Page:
Lord Chief Justice Sir Brian Kerr was appearing in front of the sub-committee of the NI Executive tasked with assessing when to request the devolution of policing and justice. Interestingly, as noted by Mark Devenport and covered in the subsequent reports, he does not necessarily agree with the current proposals which would devolve the Court Service into an executive agency of the administration, within a Department of Justice as in England and Wales, preferring instead a more independent judiciary under a management board on which such a department would simply be represented – as in the Republic of Ireland and as is apparently planned for Scotland. Lord Chief Justice Kerr’s opening statement is available hereFrom the statement
As a result of my discussions and reading about this issue, I hold the view that the most appropriate arrangement for the Court Service would be a body at arms length from the Government under a Board chaired by the Lord Chief Justice – in other words a nonministerial department. I do not suggest that there are no other possible models. Indeed, you will have seen from the papers that I sent you that different approaches have been taken in some jurisdictions, but I have concluded that the non-ministerial department is the best option for reasons that I hope to explain.
This is a model that has been, as I have said, adopted in many other jurisdictions in the Commonwealth; it is the model that is planned for Scotland; and that has been in place for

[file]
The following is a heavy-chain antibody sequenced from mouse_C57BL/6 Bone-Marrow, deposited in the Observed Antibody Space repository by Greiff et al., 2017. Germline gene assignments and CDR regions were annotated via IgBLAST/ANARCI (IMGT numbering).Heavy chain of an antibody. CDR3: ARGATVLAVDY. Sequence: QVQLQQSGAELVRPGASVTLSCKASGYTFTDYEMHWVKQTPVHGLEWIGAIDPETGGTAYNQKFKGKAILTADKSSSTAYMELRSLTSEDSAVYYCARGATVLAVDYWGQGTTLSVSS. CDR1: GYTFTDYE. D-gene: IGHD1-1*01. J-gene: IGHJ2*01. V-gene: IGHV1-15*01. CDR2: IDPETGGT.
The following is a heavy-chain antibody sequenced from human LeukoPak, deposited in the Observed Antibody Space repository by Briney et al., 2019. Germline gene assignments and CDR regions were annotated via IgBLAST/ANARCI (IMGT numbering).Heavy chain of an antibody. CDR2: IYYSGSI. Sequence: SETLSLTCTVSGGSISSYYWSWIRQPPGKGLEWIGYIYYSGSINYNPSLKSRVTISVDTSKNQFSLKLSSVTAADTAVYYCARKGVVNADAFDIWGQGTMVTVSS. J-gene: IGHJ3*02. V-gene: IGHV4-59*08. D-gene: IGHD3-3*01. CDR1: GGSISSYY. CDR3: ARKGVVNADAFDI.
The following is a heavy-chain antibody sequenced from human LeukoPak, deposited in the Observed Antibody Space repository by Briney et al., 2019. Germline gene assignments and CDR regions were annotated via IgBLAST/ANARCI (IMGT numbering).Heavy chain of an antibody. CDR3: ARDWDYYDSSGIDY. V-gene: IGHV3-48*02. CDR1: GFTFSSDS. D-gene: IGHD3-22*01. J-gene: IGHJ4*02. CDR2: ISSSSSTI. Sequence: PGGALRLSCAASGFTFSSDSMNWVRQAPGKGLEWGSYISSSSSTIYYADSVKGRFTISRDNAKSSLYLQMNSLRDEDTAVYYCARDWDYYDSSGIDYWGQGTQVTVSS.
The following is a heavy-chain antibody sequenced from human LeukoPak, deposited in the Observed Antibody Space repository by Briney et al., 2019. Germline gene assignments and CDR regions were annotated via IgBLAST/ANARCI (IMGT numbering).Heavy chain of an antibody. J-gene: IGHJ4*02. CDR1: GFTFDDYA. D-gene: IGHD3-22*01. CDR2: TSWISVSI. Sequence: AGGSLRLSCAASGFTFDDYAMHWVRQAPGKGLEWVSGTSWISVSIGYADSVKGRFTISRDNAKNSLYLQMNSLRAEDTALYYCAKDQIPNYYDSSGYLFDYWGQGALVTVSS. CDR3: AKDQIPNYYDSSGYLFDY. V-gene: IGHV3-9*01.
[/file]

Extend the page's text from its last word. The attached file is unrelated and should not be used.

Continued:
some years in the Republic of Ireland. A 2006 report by the Canadian Judicial Council recommended precisely the type of model that I propose to this committee. I believe that it provides the maximum safeguard for judicial independence, but also will provide administrative efficiency. Now, I obviously recognise that if there is to be such a non-ministerial department, legislation will be required. And I appreciate that it may not be feasible to introduce such legislation before devolution. That, if I may say so, makes the deliberations of this committee all the more important because it is my hope that the legislation to provide for what I firmly believe is the optimal arrangement will not be long delayed following devolution.
That legislation should enshrine the independence of the Board. But it should also be recognised – in the statute, if necessary, that the Board would not deal with policy – as I have said, that is a matter for Government. I also understand that there must be accountability to the Executive for the money provided by the legislature to the Court Service. I freely accept that it should be incumbent on the Board to produce a strategic plan with key objectives, outputs and strategies including on the use of resources. I also accept that this plan should be submitted to the Minister for approval. I anticipate that it would be a requirement that the Board would report to the Minister annually and would provide information on performance of functions and such other information as the Minister may request. One would also expect that staff numbers and different grades would be a matter for the Board to agree with the Minister as well as the budget. Finally, one would also anticipate that the Ministry of Justice would be represented on the Board.
And from the notes to that statement
Notes for Editors
1. David Hanson MP is the Minister of State at the UK Ministry of Justice. He was appointed to the Ministry of Justice in May 2007 and has responsibility for the courts in Northern Ireland. He also has ministerial responsibility for prisons and penal policy in England and Wales.